By Sonya Gray Hunn, housing organizer for the Congregations Organized for Prophetic Engagement (COPE)
The battle to save families from eviction began long before the effects of the COVID-19 pandemic. The novel Coronavirus has only compounded the struggle San Bernardino tenants have endured for decades. Eviction moratoriums will provide people temporary relief in the several months to come. However, if we want lasting assistance when it comes to protections for vulnerable renters, we can’t be afraid to push for more.
The struggle for just and equitable housing is very personal to me. I was a young mother living in Pomona in the late 1980’s—struggling to find a safety net for my son and I. I know what it’s like to not know where you’re going to lay your head, how you’re going to take care of your child, how you’re going to feed your child, and meet basic hygienic needs. That is why I am deeply committed as a housing organizer to help my neighbors during this pandemic and in its aftermath.
It’s crucial to look at the challenges that are ahead of us. To put it simple, California’s housing crisis has had a profound effect on our city’s impoverished. The average annual income for San Bernardino residents is only $16,000, leaving most people to pay 50% or more of their income in rent. An unstable economy and expected job losses is almost certain to place families across the city in dire situations. Sadly, the residents of Del Rosa neighborhood are conditioned to deal with evictions due to the cruelty and greed of slumlords.
The mass eviction of tenants at the Brentwood apartments is an example of city leaders placing real estate business interests over the health and safety of working class residents. For years residents complained of unsafe living conditions and of mismanagement, only for those concerns to be ignored. Instead of working with families to configure solutions, city officials opted instead to condemn the building and displace these longtime residents from their neighborhood.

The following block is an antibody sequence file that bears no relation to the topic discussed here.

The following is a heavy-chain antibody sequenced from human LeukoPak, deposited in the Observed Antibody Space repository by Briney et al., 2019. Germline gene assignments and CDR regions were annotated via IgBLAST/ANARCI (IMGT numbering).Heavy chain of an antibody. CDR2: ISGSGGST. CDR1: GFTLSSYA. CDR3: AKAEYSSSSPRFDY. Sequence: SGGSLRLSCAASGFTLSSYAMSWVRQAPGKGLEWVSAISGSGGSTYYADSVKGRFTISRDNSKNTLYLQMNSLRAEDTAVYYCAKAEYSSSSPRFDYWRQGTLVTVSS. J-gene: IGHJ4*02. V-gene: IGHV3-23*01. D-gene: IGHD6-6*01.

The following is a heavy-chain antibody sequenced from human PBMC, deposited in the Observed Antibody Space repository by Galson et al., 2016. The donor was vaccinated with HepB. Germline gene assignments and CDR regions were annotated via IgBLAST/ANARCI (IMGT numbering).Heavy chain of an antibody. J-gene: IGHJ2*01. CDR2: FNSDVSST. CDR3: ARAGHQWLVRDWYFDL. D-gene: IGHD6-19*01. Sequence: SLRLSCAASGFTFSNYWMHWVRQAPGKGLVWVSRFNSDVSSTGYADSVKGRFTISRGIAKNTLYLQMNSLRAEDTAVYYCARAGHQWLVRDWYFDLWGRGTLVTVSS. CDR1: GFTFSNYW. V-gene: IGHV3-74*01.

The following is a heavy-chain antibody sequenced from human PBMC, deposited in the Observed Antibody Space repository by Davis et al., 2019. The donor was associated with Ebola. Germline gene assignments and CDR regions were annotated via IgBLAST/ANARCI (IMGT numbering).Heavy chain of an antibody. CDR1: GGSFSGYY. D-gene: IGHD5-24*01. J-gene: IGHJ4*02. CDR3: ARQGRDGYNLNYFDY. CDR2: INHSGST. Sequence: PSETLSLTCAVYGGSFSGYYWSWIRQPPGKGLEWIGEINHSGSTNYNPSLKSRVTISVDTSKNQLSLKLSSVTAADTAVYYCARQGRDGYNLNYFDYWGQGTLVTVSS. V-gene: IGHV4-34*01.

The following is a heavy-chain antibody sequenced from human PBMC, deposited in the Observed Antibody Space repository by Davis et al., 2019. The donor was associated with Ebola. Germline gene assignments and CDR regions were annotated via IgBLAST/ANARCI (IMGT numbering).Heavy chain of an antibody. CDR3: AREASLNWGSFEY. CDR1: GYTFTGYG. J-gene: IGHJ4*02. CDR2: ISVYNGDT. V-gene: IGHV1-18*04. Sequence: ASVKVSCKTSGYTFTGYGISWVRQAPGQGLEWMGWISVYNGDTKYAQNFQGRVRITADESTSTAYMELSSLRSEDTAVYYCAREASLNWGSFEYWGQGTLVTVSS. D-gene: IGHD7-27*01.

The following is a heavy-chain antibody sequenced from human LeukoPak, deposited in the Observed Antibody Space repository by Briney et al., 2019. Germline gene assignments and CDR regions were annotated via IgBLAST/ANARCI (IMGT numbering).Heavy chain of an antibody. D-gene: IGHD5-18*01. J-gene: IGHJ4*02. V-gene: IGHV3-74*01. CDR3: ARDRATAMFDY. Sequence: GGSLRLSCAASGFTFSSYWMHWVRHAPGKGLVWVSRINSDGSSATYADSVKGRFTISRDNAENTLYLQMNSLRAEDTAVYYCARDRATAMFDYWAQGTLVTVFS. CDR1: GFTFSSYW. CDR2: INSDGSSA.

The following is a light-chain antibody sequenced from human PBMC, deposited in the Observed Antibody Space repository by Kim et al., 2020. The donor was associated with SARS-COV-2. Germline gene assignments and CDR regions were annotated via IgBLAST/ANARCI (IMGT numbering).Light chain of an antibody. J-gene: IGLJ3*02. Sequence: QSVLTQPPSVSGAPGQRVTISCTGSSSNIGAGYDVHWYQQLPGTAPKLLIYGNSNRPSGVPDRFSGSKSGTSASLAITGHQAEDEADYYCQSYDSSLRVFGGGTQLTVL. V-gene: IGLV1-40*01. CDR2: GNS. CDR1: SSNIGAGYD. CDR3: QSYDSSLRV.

If we don’t take collective action, the COVID-19 crisis is going to further extend the divide between tenants and landlords. Even with the prolonged repayment period of current rent, we might continue to see mass-evictions. Nevertheless, if we all work together, we can help these families find security during these hard times.
Fortunately, the collective work done to urge cities to pass temporary rent protection measures has been successful. Together with faith-based partners and community organizations we formed the Inland Regional Housing Justice Coalition, successfully pushing some local cities to pass stronger policies that go beyond Governor Gavin Newsom’s executive order. All of us are confident that this is the moment to explore permanent solutions that balances housing opportunities with social and economic justice.
We could begin by creating a culture that encourages smart development from real estate companies and quality leadership from landlords. With this in mind, we must also move towards becoming landowners ourselves and be the drivers of our own economy. After all, it will be your voices, input, and guidance that will make the difference.